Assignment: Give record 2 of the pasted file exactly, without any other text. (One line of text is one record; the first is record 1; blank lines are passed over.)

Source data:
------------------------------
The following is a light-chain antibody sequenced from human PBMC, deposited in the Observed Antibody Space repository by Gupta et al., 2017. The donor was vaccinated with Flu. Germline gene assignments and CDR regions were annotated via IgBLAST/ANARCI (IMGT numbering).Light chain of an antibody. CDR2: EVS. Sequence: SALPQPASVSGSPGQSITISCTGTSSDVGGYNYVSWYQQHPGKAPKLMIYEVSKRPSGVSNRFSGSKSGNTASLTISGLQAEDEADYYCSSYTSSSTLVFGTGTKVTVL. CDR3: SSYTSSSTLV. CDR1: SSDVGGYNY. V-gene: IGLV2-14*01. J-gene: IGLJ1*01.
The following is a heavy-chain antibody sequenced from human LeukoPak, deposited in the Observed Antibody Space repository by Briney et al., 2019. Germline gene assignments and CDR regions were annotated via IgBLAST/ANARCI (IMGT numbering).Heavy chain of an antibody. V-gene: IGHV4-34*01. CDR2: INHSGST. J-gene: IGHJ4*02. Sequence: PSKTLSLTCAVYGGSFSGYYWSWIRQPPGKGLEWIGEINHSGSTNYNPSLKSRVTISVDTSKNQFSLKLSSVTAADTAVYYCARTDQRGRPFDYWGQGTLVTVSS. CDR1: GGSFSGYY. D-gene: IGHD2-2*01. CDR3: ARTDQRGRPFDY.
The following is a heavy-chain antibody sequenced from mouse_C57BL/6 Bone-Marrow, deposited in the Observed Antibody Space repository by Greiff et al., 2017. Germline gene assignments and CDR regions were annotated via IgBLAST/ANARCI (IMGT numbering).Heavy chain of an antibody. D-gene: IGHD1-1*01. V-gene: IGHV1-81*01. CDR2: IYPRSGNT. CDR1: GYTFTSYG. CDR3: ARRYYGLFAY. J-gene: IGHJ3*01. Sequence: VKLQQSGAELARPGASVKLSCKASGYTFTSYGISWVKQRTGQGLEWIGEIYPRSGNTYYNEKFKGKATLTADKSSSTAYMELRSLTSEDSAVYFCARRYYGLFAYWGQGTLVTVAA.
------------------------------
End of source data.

The following is a heavy-chain antibody sequenced from human LeukoPak, deposited in the Observed Antibody Space repository by Briney et al., 2019. Germline gene assignments and CDR regions were annotated via IgBLAST/ANARCI (IMGT numbering).Heavy chain of an antibody. V-gene: IGHV4-34*01. CDR2: INHSGST. J-gene: IGHJ4*02. Sequence: PSKTLSLTCAVYGGSFSGYYWSWIRQPPGKGLEWIGEINHSGSTNYNPSLKSRVTISVDTSKNQFSLKLSSVTAADTAVYYCARTDQRGRPFDYWGQGTLVTVSS. CDR1: GGSFSGYY. D-gene: IGHD2-2*01. CDR3: ARTDQRGRPFDY.